The SCP PC User Guide: SSH

Setting up ssh for passwordless access to Suns and PCs

NOTE: This instruction manual is designed for somebody sitting at a PC console, wanting to connect to Suns and PCs. If you are sitting at a Sun console, the procedure is slightly different. It is left as an exercise for the alert reader to figure out what the differences are.

If you follow this procedure, when you log into a PC's console and run Xwindows, you will be able to connect easily to all the SCP Suns and PC's without having to type a password each time. It is possible to the same when logging into a Sun console; the modifications to this procedure for the Suns are left as an exercise for the alert reader. Getting both the Suns and PCs set up in this manner requires you to know a little more than this cookbook procedure. I recommend man ssh and man ssh-agent. You can also man rob, but neither ssh nor ssh-agent have an aluminum pipe.

Warning! You are probably going to complain that this seems too complicated. However, it's only complicated for the initial setup; after that it gets easy.

Do the following on a PC (any PC):

  1. Run "ssh-keygen". It will prompt you for a passphrase. This passphrase can be any length (i.e. even more than 8 characters). Choose something secure, and don't forget it.

  2. cd into the directory "~/.ssh", and copy the file "" to "authorized_keys":

    panisse% cd ~/.ssh
    panisse% cat >> authorized_keys
    panisse% chmod go-w authorized_keys

  3. Copy the "authorized_keys" files to the "~/.ssh" directory on the suns:

    panisse% ssh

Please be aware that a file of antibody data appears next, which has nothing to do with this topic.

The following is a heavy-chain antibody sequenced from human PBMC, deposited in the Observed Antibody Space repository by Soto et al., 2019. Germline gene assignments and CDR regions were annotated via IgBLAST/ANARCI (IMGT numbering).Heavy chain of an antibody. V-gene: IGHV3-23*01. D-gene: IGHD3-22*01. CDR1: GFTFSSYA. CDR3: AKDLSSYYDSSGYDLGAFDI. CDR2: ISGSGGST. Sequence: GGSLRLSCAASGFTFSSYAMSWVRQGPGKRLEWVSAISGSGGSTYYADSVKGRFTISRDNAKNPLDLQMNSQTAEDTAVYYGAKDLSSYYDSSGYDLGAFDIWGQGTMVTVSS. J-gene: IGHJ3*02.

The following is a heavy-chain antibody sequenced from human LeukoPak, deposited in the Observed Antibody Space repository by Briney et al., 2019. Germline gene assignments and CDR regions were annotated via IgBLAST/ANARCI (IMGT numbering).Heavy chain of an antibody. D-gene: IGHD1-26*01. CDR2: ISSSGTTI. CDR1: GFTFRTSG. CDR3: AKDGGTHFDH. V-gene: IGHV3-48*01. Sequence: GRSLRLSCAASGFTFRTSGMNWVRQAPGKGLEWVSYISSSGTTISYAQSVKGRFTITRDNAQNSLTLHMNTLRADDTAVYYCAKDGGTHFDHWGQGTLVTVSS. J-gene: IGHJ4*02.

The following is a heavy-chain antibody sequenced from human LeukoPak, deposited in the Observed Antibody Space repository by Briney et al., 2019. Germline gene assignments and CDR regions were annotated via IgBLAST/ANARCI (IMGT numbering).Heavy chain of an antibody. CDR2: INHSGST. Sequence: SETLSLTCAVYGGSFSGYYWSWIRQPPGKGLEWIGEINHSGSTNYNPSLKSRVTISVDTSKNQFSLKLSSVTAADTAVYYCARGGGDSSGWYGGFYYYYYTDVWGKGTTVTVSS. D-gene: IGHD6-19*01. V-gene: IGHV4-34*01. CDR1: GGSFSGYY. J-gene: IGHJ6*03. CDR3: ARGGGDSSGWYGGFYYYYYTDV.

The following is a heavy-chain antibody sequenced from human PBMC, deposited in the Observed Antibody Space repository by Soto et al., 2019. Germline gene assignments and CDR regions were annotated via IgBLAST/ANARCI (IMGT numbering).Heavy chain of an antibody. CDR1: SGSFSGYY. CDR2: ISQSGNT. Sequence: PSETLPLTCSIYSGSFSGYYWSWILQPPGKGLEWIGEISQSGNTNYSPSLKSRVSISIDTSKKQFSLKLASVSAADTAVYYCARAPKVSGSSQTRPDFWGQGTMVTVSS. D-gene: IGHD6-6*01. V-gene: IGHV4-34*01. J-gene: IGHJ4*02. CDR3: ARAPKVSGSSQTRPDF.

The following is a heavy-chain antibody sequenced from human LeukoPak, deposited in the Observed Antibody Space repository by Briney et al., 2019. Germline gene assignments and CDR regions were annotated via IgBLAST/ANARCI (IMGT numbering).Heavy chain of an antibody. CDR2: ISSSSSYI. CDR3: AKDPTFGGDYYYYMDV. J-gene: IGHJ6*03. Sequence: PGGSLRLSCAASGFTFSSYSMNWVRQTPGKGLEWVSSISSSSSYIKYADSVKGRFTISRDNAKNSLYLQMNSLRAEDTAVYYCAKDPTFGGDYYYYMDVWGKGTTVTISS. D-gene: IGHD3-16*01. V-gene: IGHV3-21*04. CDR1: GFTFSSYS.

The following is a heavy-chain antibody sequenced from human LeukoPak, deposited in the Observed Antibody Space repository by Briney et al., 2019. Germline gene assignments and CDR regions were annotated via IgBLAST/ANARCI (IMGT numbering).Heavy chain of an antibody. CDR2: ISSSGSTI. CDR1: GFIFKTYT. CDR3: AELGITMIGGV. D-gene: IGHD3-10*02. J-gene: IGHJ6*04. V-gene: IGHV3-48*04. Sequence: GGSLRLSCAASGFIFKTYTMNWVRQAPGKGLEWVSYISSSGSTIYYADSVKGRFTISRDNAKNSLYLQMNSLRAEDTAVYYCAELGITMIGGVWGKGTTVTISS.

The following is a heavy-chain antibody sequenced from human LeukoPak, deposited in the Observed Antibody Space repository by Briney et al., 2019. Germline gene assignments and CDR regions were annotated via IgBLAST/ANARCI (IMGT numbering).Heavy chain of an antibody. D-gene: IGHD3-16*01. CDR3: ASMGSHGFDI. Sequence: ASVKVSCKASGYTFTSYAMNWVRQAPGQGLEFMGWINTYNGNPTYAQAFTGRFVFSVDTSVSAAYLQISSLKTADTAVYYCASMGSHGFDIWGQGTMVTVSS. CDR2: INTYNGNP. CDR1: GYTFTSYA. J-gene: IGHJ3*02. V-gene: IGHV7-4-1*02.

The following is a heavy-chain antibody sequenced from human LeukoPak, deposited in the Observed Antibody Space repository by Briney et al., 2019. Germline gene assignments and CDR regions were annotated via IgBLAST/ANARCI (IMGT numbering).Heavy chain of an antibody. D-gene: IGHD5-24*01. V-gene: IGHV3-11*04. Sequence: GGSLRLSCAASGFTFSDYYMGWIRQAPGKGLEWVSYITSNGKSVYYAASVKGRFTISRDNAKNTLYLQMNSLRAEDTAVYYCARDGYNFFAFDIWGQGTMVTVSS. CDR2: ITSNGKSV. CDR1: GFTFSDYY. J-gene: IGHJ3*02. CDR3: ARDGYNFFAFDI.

cactus% cd
    cactus% mkdir .ssh
    cactus% chmod 700 .ssh
    cactus% cd .ssh
    cactus% scp panisse:.ssh/ ./identity.panisse ./
    cactus% cat identity.panisse >> authorized_keys
    cactus% rm identity.panisse
    cactus% chmod go-w authorized_keys
    cactus% exit
    You will probably be prompted for more than one password (both Sun and PC) during this procedure.

  4. Make sure your home directory permissions are right. ssh gets snippy if your home directory is group-writeable... which lots of ours tend to be because of our necessary umask. All you have to do to fix this is to run the command:

    chmod g-w ~
    on both one of the Suns and one of the PCs.

  5. Create a file "startx" in your home directory on the PCs with three lines, as follows:

    panisse% cd
    panisse% cat > startx
    exec /usr/X11R6/bin/startx $argv
    (Hit CTRL-D to finish the creation of the startx file).

  6. Make this startx file executable:

    panisse% chmod 755 ~/startx

  7. Edit your .cshrc on the PCs, and add the following line:

    alias startx ssh-agent ~<yourname>/startx
    Obviously, substitute your username for <yourname>.

At the end of this procedure, log out and log back into the PC you are working on. Type "startx". It should prompt you for the ssh passphrase you defined when you created your ssh key with "ssh-keygen" above. After you give that passphrase, Xwindows should start up as normal. At this point, you ought to be able to freely ssh into the Suns and the PCs without being prompted for a password. Additionally, you can put ssh commands to run things on the other machines in your .xinitrc and .fvwmrc files.

If you are using Gnome as your desktop environment see here for how to set things up a little more nicely.